How to Avoid Self-Sabotage as an Author

One function of the ninja is being adept in the art of sabotage. But unless you are in engaged in actual warfare, sabotage is something you want to avoid. No one really wants to purposefully incapacitate, damage, or obstruct someone’s advancement or success, yet that is what we often do to ourselves when we bombard our minds with negative self-talk. Putting yourself down is a big part of “stinkin’ thinkin’,” but there are other ways in which you can sabotage your progress. Are you:

  • Overly critical of your work or abilities?
  • Fearful of what others think of you or might think of you?
  • Always wondering if your efforts and creative projects are good enough?
  • “What iffing” all the time (what if I fail, what if it doesn’t sell, what if I don’t make a good impression, what if I’m not smart enough, etc.)?
  • Distrusting of other people and their motives?
  • Frequently comparing yourself to others?

Develop the right mindset. There will always be people better than you and worse than you in any given ability. Some people will like you, some people will love you, and some people will dismiss or ignore you as if you didn’t exist. They’ll love your writing style or hate it; they’ll hang on your every word or tune you out. That’s called “normal life.” It feels personal, but in a way it’s really little more than the fact that people have different tastes and needs. Does everyone like spicy food? Does everyone enjoy horror movies? Does everyone love liver and onions? No. But some people do.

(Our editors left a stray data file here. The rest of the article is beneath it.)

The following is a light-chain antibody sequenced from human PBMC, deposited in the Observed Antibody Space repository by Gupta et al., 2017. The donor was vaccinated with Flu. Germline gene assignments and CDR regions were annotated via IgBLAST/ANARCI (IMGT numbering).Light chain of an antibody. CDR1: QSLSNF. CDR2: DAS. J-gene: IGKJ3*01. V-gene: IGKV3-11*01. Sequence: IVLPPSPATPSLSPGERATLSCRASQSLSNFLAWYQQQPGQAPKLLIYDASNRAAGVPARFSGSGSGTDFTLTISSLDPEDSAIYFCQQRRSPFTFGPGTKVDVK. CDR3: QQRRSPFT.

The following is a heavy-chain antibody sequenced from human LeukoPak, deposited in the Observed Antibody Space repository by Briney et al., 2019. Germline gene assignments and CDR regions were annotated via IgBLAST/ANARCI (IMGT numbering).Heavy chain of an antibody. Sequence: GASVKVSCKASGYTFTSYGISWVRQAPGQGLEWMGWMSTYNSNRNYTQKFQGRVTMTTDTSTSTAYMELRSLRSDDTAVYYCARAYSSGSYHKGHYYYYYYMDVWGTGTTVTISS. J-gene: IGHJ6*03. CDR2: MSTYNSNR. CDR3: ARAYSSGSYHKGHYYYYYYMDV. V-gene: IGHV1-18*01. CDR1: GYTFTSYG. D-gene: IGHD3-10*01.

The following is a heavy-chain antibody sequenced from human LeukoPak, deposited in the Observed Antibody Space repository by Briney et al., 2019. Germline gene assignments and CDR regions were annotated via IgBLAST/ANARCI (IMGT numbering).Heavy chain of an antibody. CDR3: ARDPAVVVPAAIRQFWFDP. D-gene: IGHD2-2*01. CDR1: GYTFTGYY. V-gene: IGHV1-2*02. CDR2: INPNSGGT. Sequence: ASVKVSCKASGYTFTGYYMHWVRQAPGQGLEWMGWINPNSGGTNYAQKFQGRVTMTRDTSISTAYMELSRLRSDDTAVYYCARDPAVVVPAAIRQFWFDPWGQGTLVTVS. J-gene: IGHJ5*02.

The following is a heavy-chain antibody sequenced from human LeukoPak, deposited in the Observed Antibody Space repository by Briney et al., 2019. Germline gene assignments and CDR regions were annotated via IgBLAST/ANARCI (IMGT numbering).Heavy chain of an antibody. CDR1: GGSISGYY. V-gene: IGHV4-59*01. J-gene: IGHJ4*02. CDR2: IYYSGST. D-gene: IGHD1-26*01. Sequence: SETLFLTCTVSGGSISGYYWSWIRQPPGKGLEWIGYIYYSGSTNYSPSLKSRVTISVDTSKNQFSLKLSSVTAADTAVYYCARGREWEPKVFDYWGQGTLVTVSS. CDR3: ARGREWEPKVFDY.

So stop focusing on the critics and trying to win over every audience, because it’s just not going to happen. No matter how hard you try, you simply cannot please everyone or appeal to everyone’s tastes. Create a niche that works for YOU; something that ignites your creative passions, that stirs your soul. Then build an audience that responds to your style. They’re out there! There are individuals who want and need what you have to offer! And those individuals will like you, follow you, and support you. Those are the people to focus on. Ignore the ones that don’t give a rip, and think about meeting the needs of those that do. Remember this: What you focus on is what you attract, for good or for bad!

By far, the biggest way aspiring authors sabotage their potential success is with excuses.

  • “I don’t have the money to have my book (edited, cover designed, interior laid out).”
  • “I don’t have the money to get the training.”
  • “I don’t have the money to invest in ISBNs.”
  • “When I DO have the money, it seems like an emergency always happens that takes it away.”
  • I don’t have the time (or patience) to work through all the details.”

Here is some hard truth. Can I be frank? The most successful people in life and business are the ones who see obstacles as opportunities. If you want something bad enough you’ll find a way. Be creative with your time and finances. Consider bartering, babysitting, forgoing entertainment for a few months, or having a yard sale. Many people have succeeded with far fewer resources and less opportunities than you or I will ever experience.

These old adages are not just pretty sayings; they’re more like axioms:

Where there’s a will, there’s a way.

and…

Necessity is the mother of invention.

Don’t sabotage your efforts or sell yourself short. Ninjas make things happen.

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